Furthermore they expanded on the shortcomings of just relying on codes and guidelines: “But in doing evaluations, having feedback from visitors, in looking at unsolicited feedback as well, it was very apparent that first of all, if those minimums were being met, they weren’t satisfying visitors, and visitors of a range of abilities, conditions and personal situations” (interview with museum professional, Ottawa, April 2015). This statement reinforces our speculation that codes/guidelines do not often consider the complexity of abilities and the different kinds of involvement with material things, for all people.
The key here is to see spaces as complex, relational and material and to be critically aware of the agency and chains of associations that stem from codes, guidelines and standards. In other words, it is not about just replacing the agency and power of codes/guidelines with embodied experiences because this just shifts the agency and doesn’t acknowledge the network and chains of associations. In this way, we believe that disability can be expressed, mapped and represented, not as something that is fixed or black boxed, but as something that has meaningful, complex and perhaps even as having ambiguous relations to spatiality.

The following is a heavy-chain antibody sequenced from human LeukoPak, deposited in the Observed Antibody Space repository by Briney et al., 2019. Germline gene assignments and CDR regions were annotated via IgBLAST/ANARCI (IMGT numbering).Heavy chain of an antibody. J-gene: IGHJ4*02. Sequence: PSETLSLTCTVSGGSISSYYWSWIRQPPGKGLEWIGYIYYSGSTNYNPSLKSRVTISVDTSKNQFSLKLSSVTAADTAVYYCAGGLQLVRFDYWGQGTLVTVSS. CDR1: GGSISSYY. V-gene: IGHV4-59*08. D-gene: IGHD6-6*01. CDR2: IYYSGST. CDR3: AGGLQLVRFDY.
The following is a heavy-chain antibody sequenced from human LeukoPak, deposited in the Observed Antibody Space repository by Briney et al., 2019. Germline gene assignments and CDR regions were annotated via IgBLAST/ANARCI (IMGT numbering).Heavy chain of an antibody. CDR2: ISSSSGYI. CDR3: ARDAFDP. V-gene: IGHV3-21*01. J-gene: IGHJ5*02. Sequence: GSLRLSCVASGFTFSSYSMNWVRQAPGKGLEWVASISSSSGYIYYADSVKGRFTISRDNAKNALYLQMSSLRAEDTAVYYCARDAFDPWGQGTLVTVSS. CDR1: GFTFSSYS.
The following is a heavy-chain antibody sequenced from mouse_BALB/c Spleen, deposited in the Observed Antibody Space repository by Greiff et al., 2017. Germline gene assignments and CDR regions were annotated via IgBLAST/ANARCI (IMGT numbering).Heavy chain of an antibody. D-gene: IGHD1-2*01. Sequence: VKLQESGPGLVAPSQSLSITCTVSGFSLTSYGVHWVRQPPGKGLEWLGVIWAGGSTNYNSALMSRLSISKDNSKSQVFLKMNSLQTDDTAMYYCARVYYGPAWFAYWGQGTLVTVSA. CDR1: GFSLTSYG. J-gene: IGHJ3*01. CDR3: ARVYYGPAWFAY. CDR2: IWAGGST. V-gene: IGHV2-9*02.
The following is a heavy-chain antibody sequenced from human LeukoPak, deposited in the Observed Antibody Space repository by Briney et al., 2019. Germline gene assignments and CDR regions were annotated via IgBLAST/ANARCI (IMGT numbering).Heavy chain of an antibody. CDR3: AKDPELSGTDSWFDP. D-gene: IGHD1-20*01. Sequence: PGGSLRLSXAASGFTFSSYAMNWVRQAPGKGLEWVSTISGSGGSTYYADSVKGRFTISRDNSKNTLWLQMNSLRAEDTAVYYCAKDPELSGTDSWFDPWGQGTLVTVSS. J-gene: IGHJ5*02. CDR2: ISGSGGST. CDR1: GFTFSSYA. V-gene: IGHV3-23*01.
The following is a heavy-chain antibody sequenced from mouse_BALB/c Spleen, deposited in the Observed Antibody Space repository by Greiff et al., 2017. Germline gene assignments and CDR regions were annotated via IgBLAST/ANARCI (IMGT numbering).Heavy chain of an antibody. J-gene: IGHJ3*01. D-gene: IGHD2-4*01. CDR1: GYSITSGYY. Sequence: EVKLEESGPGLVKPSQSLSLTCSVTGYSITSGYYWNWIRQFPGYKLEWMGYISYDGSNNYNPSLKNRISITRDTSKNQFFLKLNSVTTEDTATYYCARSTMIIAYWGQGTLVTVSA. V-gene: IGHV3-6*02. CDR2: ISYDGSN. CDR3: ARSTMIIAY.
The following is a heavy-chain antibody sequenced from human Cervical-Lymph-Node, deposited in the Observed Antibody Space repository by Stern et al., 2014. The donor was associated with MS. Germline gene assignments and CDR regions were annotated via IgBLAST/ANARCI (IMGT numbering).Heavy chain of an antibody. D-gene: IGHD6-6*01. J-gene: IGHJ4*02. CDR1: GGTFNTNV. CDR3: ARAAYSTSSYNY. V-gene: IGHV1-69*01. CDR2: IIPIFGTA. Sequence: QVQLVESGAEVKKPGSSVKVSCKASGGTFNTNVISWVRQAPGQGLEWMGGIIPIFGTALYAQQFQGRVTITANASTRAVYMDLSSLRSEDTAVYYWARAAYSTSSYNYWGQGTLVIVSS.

5. Conclusions

This paper takes an alternative approach to considering how people design for/with disability by questioning codes/guidelines as material and societal representations of disability. By studying the enactment of disability through three museum case studies, we were able to map the relations between human and non-human entities and begin to open up a criticality in design around the taken for granted nature of codes/guidelines. What actor-network theory and the mapping of the actants in these museums has shown us is that when codes/guidelines “stand in” for a complex societal issue like disability, they minimize the meanings and enactments of living. This emphasizes that disability is complex and that it cannot be reduced to basic templates. Therefore, in order to overcome the two-dimensional and limited understanding of disability in/through codes/guidelines, the actor-network and its assembling and reassembling needs to be inclusive of the embodied experiences of people with disabilities in context with objects and spatial environments.